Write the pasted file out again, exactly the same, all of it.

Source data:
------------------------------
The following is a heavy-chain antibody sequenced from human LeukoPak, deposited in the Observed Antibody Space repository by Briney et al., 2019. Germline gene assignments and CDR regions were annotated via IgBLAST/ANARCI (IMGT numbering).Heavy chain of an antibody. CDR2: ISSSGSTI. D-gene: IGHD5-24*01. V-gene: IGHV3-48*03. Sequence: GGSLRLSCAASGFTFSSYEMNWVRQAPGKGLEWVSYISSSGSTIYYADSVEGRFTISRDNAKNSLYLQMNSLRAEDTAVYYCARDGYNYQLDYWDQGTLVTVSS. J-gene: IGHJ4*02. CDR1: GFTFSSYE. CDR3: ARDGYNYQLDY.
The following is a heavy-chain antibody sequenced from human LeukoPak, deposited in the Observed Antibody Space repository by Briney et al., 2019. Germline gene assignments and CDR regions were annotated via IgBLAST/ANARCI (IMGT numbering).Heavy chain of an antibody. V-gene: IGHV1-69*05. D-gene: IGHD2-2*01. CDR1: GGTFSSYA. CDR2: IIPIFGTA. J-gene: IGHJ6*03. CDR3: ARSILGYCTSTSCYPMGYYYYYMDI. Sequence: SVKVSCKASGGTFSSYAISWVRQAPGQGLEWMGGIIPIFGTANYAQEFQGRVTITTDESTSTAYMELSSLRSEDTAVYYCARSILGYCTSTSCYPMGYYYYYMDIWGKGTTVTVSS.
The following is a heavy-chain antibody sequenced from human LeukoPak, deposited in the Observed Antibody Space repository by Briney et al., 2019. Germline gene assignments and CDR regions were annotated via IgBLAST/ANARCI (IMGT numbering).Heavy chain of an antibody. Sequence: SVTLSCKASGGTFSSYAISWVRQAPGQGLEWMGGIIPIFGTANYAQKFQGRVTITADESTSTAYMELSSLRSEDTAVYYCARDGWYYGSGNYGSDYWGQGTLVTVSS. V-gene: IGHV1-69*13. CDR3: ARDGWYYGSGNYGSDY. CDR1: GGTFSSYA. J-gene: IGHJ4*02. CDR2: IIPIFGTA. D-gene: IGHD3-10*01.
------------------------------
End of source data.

The following is a heavy-chain antibody sequenced from human LeukoPak, deposited in the Observed Antibody Space repository by Briney et al., 2019. Germline gene assignments and CDR regions were annotated via IgBLAST/ANARCI (IMGT numbering).Heavy chain of an antibody. CDR2: ISSSGSTI. D-gene: IGHD5-24*01. V-gene: IGHV3-48*03. Sequence: GGSLRLSCAASGFTFSSYEMNWVRQAPGKGLEWVSYISSSGSTIYYADSVEGRFTISRDNAKNSLYLQMNSLRAEDTAVYYCARDGYNYQLDYWDQGTLVTVSS. J-gene: IGHJ4*02. CDR1: GFTFSSYE. CDR3: ARDGYNYQLDY.
The following is a heavy-chain antibody sequenced from human LeukoPak, deposited in the Observed Antibody Space repository by Briney et al., 2019. Germline gene assignments and CDR regions were annotated via IgBLAST/ANARCI (IMGT numbering).Heavy chain of an antibody. V-gene: IGHV1-69*05. D-gene: IGHD2-2*01. CDR1: GGTFSSYA. CDR2: IIPIFGTA. J-gene: IGHJ6*03. CDR3: ARSILGYCTSTSCYPMGYYYYYMDI. Sequence: SVKVSCKASGGTFSSYAISWVRQAPGQGLEWMGGIIPIFGTANYAQEFQGRVTITTDESTSTAYMELSSLRSEDTAVYYCARSILGYCTSTSCYPMGYYYYYMDIWGKGTTVTVSS.
The following is a heavy-chain antibody sequenced from human LeukoPak, deposited in the Observed Antibody Space repository by Briney et al., 2019. Germline gene assignments and CDR regions were annotated via IgBLAST/ANARCI (IMGT numbering).Heavy chain of an antibody. Sequence: SVTLSCKASGGTFSSYAISWVRQAPGQGLEWMGGIIPIFGTANYAQKFQGRVTITADESTSTAYMELSSLRSEDTAVYYCARDGWYYGSGNYGSDYWGQGTLVTVSS. V-gene: IGHV1-69*13. CDR3: ARDGWYYGSGNYGSDY. CDR1: GGTFSSYA. J-gene: IGHJ4*02. CDR2: IIPIFGTA. D-gene: IGHD3-10*01.